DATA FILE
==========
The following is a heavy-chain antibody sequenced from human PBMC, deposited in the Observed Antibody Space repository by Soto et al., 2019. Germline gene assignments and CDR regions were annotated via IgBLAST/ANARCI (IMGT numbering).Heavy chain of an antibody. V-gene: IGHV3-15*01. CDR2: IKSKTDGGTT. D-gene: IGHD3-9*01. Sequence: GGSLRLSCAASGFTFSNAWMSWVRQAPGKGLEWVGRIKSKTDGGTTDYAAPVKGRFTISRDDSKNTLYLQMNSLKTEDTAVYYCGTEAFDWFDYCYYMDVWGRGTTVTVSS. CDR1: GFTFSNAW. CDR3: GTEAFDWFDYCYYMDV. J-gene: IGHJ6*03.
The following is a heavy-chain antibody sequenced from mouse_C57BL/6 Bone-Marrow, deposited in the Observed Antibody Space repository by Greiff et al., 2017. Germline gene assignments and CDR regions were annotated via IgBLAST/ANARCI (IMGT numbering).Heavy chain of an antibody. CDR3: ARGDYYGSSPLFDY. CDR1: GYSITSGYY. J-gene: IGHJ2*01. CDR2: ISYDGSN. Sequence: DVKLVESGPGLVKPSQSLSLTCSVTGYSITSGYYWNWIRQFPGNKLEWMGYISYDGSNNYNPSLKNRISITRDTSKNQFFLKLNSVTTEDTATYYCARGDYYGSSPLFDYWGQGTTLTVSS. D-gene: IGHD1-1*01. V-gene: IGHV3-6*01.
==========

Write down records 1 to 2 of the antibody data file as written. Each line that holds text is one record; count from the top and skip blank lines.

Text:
The following is a heavy-chain antibody sequenced from human PBMC, deposited in the Observed Antibody Space repository by Soto et al., 2019. Germline gene assignments and CDR regions were annotated via IgBLAST/ANARCI (IMGT numbering).Heavy chain of an antibody. V-gene: IGHV3-15*01. CDR2: IKSKTDGGTT. D-gene: IGHD3-9*01. Sequence: GGSLRLSCAASGFTFSNAWMSWVRQAPGKGLEWVGRIKSKTDGGTTDYAAPVKGRFTISRDDSKNTLYLQMNSLKTEDTAVYYCGTEAFDWFDYCYYMDVWGRGTTVTVSS. CDR1: GFTFSNAW. CDR3: GTEAFDWFDYCYYMDV. J-gene: IGHJ6*03.
The following is a heavy-chain antibody sequenced from mouse_C57BL/6 Bone-Marrow, deposited in the Observed Antibody Space repository by Greiff et al., 2017. Germline gene assignments and CDR regions were annotated via IgBLAST/ANARCI (IMGT numbering).Heavy chain of an antibody. CDR3: ARGDYYGSSPLFDY. CDR1: GYSITSGYY. J-gene: IGHJ2*01. CDR2: ISYDGSN. Sequence: DVKLVESGPGLVKPSQSLSLTCSVTGYSITSGYYWNWIRQFPGNKLEWMGYISYDGSNNYNPSLKNRISITRDTSKNQFFLKLNSVTTEDTATYYCARGDYYGSSPLFDYWGQGTTLTVSS. D-gene: IGHD1-1*01. V-gene: IGHV3-6*01.